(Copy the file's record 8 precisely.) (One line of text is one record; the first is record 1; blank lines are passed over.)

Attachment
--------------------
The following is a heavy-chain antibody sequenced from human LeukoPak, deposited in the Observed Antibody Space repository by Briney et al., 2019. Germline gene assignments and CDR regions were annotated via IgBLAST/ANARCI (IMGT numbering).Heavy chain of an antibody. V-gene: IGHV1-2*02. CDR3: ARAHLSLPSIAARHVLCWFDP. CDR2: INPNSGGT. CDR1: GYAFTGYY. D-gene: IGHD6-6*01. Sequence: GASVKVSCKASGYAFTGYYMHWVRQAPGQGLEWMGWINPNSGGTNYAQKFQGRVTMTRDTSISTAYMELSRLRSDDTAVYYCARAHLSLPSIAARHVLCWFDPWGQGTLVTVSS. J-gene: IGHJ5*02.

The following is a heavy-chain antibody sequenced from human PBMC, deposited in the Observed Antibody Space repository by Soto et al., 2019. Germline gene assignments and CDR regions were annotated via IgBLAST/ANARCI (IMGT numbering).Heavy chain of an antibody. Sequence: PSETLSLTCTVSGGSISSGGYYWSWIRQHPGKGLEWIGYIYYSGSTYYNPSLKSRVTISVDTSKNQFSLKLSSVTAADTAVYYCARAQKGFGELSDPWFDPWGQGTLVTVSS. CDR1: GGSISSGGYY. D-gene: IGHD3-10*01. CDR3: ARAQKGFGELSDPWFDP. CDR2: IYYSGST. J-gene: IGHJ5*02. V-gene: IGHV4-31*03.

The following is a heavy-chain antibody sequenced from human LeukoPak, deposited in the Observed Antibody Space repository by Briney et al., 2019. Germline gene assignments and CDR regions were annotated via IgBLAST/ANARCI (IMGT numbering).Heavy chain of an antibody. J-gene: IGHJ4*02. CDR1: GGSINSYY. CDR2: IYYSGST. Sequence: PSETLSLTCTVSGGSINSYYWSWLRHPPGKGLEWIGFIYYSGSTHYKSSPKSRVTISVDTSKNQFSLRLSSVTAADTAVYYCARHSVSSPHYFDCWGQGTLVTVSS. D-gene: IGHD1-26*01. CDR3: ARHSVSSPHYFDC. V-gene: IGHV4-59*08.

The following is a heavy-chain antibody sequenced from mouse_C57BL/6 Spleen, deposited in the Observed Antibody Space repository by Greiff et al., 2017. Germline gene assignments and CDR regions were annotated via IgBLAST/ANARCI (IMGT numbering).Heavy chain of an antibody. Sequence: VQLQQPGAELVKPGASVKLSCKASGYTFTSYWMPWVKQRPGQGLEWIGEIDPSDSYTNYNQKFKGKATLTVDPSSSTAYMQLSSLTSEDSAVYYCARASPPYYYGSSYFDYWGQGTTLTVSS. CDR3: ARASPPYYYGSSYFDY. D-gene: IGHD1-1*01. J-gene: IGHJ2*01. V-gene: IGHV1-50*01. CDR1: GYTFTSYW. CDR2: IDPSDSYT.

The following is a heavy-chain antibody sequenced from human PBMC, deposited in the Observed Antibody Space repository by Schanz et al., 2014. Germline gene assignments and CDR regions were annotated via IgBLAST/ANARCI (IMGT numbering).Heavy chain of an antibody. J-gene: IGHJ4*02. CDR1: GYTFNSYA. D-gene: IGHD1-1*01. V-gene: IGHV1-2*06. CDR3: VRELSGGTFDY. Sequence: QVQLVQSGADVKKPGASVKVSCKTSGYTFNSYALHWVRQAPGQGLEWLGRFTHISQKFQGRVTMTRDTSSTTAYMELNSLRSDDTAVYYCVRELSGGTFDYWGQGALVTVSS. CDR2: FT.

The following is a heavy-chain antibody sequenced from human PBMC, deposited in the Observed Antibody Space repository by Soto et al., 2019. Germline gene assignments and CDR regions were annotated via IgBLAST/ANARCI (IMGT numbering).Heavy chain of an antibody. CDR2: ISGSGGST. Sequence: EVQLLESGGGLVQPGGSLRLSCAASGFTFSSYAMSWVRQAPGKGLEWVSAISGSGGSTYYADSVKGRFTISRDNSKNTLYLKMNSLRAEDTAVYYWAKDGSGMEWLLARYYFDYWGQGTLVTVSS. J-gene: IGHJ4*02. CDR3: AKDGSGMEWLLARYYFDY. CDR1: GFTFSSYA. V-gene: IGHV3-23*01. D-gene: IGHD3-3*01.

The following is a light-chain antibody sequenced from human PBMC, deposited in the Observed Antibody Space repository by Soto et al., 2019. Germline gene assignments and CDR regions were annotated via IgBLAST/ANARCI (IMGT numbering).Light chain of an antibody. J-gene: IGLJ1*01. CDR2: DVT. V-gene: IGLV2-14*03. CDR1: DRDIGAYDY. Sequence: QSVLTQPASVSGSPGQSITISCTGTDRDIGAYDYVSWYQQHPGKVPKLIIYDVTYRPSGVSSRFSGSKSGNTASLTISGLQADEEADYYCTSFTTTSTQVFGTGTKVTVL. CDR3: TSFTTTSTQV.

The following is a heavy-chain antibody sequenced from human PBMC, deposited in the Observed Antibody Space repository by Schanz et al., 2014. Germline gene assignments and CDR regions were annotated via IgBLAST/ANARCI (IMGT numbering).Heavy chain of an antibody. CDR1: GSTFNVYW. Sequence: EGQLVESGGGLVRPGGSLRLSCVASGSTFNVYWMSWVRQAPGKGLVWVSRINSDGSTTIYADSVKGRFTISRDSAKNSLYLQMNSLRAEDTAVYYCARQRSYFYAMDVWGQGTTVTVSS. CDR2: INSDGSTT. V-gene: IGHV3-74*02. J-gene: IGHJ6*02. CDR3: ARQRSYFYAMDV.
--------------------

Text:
The following is a heavy-chain antibody sequenced from human PBMC, deposited in the Observed Antibody Space repository by Schanz et al., 2014. Germline gene assignments and CDR regions were annotated via IgBLAST/ANARCI (IMGT numbering).Heavy chain of an antibody. CDR1: GSTFNVYW. Sequence: EGQLVESGGGLVRPGGSLRLSCVASGSTFNVYWMSWVRQAPGKGLVWVSRINSDGSTTIYADSVKGRFTISRDSAKNSLYLQMNSLRAEDTAVYYCARQRSYFYAMDVWGQGTTVTVSS. CDR2: INSDGSTT. V-gene: IGHV3-74*02. J-gene: IGHJ6*02. CDR3: ARQRSYFYAMDV.